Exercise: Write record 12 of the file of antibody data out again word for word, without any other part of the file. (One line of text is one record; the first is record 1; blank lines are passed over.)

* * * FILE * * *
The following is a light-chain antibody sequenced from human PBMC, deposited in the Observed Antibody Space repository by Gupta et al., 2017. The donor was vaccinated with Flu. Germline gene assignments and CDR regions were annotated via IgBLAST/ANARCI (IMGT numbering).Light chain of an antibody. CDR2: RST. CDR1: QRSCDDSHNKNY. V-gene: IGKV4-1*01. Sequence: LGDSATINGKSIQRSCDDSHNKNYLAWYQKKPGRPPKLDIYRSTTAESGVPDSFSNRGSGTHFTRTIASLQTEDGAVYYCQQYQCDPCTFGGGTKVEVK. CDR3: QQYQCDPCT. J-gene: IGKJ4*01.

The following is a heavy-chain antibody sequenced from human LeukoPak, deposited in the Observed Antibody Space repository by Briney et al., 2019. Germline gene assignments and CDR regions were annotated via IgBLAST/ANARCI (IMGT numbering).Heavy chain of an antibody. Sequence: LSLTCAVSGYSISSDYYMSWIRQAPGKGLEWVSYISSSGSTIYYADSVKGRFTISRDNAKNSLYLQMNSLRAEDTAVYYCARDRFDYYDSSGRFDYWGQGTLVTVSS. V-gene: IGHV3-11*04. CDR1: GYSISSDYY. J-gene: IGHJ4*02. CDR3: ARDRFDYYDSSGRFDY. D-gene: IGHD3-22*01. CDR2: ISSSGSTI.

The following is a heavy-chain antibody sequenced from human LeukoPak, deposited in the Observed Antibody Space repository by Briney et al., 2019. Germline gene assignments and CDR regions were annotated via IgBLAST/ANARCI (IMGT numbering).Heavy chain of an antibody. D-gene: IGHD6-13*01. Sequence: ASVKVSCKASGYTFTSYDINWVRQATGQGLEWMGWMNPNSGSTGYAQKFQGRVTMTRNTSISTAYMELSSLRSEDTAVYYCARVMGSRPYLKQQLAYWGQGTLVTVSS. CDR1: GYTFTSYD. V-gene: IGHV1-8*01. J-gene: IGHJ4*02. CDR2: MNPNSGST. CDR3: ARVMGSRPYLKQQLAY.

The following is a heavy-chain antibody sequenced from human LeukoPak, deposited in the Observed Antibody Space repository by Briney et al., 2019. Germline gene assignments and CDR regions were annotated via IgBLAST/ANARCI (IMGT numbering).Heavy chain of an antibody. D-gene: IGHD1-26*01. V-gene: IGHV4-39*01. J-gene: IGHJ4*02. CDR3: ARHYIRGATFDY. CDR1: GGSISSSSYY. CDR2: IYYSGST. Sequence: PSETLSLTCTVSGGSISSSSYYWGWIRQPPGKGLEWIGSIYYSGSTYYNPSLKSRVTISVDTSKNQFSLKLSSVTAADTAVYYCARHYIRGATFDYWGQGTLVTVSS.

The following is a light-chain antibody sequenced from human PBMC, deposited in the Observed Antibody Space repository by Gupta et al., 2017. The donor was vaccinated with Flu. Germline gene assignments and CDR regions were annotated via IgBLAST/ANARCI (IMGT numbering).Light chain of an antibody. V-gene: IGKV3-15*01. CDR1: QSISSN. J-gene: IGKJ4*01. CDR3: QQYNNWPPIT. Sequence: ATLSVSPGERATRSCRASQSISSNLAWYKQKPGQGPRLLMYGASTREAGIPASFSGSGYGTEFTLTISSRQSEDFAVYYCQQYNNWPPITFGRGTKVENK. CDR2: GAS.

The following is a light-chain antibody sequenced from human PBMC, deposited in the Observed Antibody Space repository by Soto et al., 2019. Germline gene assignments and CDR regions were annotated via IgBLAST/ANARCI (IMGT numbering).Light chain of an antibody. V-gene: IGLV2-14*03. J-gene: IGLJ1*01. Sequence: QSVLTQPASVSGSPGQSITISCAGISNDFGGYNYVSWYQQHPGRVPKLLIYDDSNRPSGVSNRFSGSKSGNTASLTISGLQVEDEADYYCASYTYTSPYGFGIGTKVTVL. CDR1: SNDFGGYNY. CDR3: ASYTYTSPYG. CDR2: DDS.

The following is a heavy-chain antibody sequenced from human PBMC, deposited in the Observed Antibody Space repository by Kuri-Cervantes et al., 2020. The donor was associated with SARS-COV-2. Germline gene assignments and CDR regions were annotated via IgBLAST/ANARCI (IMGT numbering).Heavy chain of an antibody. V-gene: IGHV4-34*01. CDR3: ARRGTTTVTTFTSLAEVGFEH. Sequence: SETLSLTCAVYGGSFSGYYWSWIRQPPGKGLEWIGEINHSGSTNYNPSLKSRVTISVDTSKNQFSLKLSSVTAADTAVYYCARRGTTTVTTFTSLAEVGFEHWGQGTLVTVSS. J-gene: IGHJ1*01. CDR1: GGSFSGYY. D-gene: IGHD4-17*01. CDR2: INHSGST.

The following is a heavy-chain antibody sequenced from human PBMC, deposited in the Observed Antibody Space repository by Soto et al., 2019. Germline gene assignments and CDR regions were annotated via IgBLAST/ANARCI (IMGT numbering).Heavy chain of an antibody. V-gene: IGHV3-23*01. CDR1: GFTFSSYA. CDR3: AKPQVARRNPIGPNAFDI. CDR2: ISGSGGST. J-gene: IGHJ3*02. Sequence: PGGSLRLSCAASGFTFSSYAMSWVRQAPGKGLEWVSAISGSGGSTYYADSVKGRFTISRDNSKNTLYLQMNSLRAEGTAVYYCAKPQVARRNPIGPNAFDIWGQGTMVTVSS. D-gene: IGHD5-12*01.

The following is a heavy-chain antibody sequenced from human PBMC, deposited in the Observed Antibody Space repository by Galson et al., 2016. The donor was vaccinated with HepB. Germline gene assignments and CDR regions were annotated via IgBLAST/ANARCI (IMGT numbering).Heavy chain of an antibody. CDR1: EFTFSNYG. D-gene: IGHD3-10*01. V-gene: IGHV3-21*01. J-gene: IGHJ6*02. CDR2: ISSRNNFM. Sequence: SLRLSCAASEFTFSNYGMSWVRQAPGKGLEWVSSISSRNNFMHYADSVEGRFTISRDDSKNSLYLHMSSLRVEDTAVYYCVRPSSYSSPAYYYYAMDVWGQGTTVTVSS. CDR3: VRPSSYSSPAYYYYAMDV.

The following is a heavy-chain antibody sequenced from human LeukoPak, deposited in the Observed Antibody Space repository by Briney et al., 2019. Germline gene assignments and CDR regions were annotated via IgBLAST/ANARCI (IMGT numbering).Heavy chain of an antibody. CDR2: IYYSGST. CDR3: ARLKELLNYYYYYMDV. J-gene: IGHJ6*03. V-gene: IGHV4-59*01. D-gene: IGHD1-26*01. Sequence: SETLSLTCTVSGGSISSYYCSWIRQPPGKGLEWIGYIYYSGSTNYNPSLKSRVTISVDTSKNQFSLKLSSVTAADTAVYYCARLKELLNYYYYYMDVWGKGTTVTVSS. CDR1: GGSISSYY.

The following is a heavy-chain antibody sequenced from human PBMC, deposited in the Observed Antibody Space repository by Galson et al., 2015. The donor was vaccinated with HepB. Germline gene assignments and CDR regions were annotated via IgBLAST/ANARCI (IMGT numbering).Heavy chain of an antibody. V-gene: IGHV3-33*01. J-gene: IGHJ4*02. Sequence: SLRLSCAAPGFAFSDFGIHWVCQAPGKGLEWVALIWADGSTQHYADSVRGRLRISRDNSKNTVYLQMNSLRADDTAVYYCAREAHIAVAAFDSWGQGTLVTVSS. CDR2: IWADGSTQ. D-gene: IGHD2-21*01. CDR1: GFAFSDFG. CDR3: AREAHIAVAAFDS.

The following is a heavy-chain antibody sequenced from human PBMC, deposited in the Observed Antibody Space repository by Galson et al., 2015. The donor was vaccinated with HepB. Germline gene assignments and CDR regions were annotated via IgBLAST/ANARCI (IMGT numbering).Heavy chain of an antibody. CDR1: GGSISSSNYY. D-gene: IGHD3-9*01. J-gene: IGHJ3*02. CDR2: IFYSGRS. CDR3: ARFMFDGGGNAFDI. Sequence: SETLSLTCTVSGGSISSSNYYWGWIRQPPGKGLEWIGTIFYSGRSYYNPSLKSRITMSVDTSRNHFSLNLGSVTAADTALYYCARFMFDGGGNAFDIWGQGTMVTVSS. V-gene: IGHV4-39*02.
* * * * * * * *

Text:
The following is a heavy-chain antibody sequenced from human PBMC, deposited in the Observed Antibody Space repository by Galson et al., 2015. The donor was vaccinated with HepB. Germline gene assignments and CDR regions were annotated via IgBLAST/ANARCI (IMGT numbering).Heavy chain of an antibody. CDR1: GGSISSSNYY. D-gene: IGHD3-9*01. J-gene: IGHJ3*02. CDR2: IFYSGRS. CDR3: ARFMFDGGGNAFDI. Sequence: SETLSLTCTVSGGSISSSNYYWGWIRQPPGKGLEWIGTIFYSGRSYYNPSLKSRITMSVDTSRNHFSLNLGSVTAADTALYYCARFMFDGGGNAFDIWGQGTMVTVSS. V-gene: IGHV4-39*02.